SAN DIEGO (AP) — San Diego is suing scooter companies to get them to pay the city's costs to defend any lawsuits generated by the two-wheeled vehicles that have proliferated on public sidewalks.
The Union-Tribune reported Tuesday that City Attorney Mara Elliott filed suit last week against Bird, Lyft and a handful of other firms that signed operating agreements with San Diego to rent the dockless scooters.
The filing comes after disability-rights advocates sued the city in federal court alleging the scooters are too often left in the way of pedestrians, clogging public rights of way and endangering people who use wheelchairs or are visually impaired.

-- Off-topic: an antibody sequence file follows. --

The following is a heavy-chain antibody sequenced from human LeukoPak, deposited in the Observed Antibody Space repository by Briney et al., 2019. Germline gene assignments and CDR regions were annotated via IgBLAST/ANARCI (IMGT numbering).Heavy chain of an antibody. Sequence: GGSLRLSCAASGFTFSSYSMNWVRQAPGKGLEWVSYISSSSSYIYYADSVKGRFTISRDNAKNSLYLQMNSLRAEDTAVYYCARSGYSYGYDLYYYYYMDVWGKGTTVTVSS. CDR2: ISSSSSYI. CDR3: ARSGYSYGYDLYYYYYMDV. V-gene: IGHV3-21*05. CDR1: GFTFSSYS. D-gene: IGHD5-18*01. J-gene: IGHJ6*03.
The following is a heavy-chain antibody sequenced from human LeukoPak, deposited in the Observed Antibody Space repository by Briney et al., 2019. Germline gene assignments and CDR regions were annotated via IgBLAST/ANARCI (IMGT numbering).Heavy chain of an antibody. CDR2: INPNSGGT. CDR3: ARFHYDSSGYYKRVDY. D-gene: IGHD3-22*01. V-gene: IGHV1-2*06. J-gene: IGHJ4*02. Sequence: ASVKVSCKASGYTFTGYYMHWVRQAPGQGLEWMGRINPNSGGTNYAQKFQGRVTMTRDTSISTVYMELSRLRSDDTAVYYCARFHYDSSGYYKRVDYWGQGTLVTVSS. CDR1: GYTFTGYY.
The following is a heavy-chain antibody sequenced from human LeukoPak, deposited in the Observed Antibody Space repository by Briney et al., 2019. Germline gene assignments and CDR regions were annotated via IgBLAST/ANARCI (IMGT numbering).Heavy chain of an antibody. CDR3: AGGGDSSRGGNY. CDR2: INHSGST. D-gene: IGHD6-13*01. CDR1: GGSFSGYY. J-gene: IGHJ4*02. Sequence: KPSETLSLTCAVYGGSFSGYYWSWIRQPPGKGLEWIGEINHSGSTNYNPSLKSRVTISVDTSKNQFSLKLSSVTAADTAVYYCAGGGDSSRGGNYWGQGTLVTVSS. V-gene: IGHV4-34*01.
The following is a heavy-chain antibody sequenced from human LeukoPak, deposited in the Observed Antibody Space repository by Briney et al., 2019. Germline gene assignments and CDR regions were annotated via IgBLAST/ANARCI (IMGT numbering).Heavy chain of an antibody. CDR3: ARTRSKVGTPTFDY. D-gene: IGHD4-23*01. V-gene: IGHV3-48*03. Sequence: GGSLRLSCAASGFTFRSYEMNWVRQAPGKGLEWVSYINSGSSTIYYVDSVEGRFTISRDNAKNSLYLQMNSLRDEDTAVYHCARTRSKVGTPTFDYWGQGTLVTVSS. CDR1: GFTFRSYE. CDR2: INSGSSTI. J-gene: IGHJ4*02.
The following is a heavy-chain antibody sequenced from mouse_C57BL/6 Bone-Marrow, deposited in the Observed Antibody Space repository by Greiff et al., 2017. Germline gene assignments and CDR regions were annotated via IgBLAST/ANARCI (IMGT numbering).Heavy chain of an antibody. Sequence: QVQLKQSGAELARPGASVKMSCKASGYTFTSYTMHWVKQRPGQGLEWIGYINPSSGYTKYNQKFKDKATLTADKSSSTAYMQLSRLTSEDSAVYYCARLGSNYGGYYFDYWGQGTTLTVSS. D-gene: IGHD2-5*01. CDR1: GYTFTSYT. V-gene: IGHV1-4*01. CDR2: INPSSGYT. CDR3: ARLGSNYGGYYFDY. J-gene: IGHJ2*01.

That class action suit initially named the scooter companies as defendants, but a judge dismissed them from the complaint last year, leaving the city as the sole defendant.
According to the city’s new lawsuit, the companies’ operating agreements specifically require Bird, Lyft and other firms to defend San Diego from any litigation related to the scooters.
A spokesman for Lyft said the company does not comment on pending litigation. Bird and other defendants did not immediately respond to requests from the Union-Tribune for comment about the lawsuit.